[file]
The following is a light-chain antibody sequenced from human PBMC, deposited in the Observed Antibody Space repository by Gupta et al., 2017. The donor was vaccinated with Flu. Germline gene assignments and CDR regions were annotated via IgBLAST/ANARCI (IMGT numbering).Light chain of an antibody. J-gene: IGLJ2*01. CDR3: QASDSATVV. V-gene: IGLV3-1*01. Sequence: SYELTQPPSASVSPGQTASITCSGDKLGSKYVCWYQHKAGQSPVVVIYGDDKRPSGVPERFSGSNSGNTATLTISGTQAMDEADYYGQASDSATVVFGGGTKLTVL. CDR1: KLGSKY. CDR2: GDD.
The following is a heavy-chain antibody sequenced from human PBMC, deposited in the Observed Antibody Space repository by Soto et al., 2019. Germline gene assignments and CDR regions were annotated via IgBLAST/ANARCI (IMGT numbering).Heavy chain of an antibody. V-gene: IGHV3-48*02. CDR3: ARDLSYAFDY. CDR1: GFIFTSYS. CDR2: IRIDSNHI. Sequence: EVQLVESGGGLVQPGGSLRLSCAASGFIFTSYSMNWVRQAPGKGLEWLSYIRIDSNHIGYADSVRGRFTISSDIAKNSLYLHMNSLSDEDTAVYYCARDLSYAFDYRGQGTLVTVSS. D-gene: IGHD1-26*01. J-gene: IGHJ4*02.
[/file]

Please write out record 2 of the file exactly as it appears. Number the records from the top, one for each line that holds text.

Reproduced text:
The following is a heavy-chain antibody sequenced from human PBMC, deposited in the Observed Antibody Space repository by Soto et al., 2019. Germline gene assignments and CDR regions were annotated via IgBLAST/ANARCI (IMGT numbering).Heavy chain of an antibody. V-gene: IGHV3-48*02. CDR3: ARDLSYAFDY. CDR1: GFIFTSYS. CDR2: IRIDSNHI. Sequence: EVQLVESGGGLVQPGGSLRLSCAASGFIFTSYSMNWVRQAPGKGLEWLSYIRIDSNHIGYADSVRGRFTISSDIAKNSLYLHMNSLSDEDTAVYYCARDLSYAFDYRGQGTLVTVSS. D-gene: IGHD1-26*01. J-gene: IGHJ4*02.